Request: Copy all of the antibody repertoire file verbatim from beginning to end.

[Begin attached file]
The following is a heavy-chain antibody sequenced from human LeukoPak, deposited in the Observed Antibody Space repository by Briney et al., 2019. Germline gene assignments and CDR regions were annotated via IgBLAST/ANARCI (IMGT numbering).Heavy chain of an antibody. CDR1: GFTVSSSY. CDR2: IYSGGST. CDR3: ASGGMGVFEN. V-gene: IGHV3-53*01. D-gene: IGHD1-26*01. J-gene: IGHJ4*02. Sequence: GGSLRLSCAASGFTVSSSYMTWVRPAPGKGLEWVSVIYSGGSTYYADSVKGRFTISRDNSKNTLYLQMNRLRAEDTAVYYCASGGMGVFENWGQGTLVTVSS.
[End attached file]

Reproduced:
The following is a heavy-chain antibody sequenced from human LeukoPak, deposited in the Observed Antibody Space repository by Briney et al., 2019. Germline gene assignments and CDR regions were annotated via IgBLAST/ANARCI (IMGT numbering).Heavy chain of an antibody. CDR1: GFTVSSSY. CDR2: IYSGGST. CDR3: ASGGMGVFEN. V-gene: IGHV3-53*01. D-gene: IGHD1-26*01. J-gene: IGHJ4*02. Sequence: GGSLRLSCAASGFTVSSSYMTWVRPAPGKGLEWVSVIYSGGSTYYADSVKGRFTISRDNSKNTLYLQMNRLRAEDTAVYYCASGGMGVFENWGQGTLVTVSS.